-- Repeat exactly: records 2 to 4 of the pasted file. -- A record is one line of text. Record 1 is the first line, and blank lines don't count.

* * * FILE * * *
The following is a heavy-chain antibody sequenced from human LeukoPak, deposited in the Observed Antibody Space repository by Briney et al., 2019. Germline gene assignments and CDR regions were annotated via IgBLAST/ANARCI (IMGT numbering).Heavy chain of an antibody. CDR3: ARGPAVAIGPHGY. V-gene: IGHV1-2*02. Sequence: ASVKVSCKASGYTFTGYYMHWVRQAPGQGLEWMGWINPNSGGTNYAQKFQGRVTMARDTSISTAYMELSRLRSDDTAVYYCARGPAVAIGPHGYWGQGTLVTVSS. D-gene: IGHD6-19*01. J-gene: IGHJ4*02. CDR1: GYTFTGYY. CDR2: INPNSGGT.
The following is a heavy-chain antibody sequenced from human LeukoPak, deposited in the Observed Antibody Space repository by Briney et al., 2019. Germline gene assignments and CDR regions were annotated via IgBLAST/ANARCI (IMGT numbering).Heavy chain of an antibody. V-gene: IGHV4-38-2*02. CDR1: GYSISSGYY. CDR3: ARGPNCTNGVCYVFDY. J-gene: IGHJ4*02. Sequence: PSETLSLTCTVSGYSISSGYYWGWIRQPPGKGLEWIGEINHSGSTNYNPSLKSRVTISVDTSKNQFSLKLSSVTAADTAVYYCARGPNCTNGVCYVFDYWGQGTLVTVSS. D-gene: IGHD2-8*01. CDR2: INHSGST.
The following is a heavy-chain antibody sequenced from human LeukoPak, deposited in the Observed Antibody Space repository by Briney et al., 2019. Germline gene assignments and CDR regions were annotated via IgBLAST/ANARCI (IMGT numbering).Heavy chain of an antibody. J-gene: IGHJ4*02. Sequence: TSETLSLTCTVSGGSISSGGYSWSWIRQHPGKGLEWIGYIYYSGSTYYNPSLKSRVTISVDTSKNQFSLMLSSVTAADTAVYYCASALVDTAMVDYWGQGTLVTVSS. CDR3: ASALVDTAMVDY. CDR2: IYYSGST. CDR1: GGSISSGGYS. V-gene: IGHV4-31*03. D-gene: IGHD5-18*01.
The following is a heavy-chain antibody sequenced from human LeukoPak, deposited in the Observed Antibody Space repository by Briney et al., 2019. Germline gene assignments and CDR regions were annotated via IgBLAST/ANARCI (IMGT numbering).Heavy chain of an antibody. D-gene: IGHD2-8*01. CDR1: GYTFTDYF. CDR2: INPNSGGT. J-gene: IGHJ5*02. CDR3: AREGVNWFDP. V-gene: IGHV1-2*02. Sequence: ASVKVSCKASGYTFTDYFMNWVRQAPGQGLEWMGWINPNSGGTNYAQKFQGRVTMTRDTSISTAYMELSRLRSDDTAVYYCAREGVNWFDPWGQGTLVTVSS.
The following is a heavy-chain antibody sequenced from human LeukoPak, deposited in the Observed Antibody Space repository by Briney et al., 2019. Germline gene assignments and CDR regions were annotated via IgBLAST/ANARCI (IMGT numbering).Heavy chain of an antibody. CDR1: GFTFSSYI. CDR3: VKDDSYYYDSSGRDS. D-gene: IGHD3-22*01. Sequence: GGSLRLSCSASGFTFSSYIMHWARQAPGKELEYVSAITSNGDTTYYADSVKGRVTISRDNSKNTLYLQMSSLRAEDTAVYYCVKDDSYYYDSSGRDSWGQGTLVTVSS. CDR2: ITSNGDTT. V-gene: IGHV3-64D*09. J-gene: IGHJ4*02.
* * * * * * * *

The following is a heavy-chain antibody sequenced from human LeukoPak, deposited in the Observed Antibody Space repository by Briney et al., 2019. Germline gene assignments and CDR regions were annotated via IgBLAST/ANARCI (IMGT numbering).Heavy chain of an antibody. V-gene: IGHV4-38-2*02. CDR1: GYSISSGYY. CDR3: ARGPNCTNGVCYVFDY. J-gene: IGHJ4*02. Sequence: PSETLSLTCTVSGYSISSGYYWGWIRQPPGKGLEWIGEINHSGSTNYNPSLKSRVTISVDTSKNQFSLKLSSVTAADTAVYYCARGPNCTNGVCYVFDYWGQGTLVTVSS. D-gene: IGHD2-8*01. CDR2: INHSGST.
The following is a heavy-chain antibody sequenced from human LeukoPak, deposited in the Observed Antibody Space repository by Briney et al., 2019. Germline gene assignments and CDR regions were annotated via IgBLAST/ANARCI (IMGT numbering).Heavy chain of an antibody. J-gene: IGHJ4*02. Sequence: TSETLSLTCTVSGGSISSGGYSWSWIRQHPGKGLEWIGYIYYSGSTYYNPSLKSRVTISVDTSKNQFSLMLSSVTAADTAVYYCASALVDTAMVDYWGQGTLVTVSS. CDR3: ASALVDTAMVDY. CDR2: IYYSGST. CDR1: GGSISSGGYS. V-gene: IGHV4-31*03. D-gene: IGHD5-18*01.
The following is a heavy-chain antibody sequenced from human LeukoPak, deposited in the Observed Antibody Space repository by Briney et al., 2019. Germline gene assignments and CDR regions were annotated via IgBLAST/ANARCI (IMGT numbering).Heavy chain of an antibody. D-gene: IGHD2-8*01. CDR1: GYTFTDYF. CDR2: INPNSGGT. J-gene: IGHJ5*02. CDR3: AREGVNWFDP. V-gene: IGHV1-2*02. Sequence: ASVKVSCKASGYTFTDYFMNWVRQAPGQGLEWMGWINPNSGGTNYAQKFQGRVTMTRDTSISTAYMELSRLRSDDTAVYYCAREGVNWFDPWGQGTLVTVSS.